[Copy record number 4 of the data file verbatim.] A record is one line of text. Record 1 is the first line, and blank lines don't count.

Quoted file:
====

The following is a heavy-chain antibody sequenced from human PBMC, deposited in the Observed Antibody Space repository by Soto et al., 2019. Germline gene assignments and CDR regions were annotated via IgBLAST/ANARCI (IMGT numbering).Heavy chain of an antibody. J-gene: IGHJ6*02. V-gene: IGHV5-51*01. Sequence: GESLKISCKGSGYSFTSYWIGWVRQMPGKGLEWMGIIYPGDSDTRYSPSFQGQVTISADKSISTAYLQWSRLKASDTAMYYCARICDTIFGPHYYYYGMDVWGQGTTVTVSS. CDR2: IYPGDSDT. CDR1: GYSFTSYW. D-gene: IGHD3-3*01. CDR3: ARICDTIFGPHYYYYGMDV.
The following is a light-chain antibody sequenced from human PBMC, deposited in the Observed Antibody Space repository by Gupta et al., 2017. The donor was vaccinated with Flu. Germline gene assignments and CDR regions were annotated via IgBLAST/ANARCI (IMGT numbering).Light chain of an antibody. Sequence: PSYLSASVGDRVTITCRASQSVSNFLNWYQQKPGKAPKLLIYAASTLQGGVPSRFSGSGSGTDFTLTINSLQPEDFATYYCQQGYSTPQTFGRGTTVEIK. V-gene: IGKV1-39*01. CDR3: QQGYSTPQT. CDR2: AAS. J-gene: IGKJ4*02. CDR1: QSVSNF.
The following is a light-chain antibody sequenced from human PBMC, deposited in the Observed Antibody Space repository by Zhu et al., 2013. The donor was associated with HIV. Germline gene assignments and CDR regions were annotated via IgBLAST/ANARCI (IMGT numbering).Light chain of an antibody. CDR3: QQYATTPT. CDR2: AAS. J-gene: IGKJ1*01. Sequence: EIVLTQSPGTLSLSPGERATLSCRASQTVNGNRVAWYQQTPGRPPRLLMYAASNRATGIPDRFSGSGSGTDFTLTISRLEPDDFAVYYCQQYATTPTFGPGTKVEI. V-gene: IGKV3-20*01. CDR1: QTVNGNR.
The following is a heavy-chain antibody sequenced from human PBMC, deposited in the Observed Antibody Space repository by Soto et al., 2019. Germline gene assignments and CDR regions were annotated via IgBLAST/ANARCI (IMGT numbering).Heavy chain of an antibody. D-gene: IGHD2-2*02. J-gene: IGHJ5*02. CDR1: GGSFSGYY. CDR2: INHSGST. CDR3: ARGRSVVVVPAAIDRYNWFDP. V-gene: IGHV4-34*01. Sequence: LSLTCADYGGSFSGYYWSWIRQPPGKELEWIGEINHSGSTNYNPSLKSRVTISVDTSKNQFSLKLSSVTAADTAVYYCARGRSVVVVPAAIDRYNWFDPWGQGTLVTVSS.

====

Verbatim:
The following is a heavy-chain antibody sequenced from human PBMC, deposited in the Observed Antibody Space repository by Soto et al., 2019. Germline gene assignments and CDR regions were annotated via IgBLAST/ANARCI (IMGT numbering).Heavy chain of an antibody. D-gene: IGHD2-2*02. J-gene: IGHJ5*02. CDR1: GGSFSGYY. CDR2: INHSGST. CDR3: ARGRSVVVVPAAIDRYNWFDP. V-gene: IGHV4-34*01. Sequence: LSLTCADYGGSFSGYYWSWIRQPPGKELEWIGEINHSGSTNYNPSLKSRVTISVDTSKNQFSLKLSSVTAADTAVYYCARGRSVVVVPAAIDRYNWFDPWGQGTLVTVSS.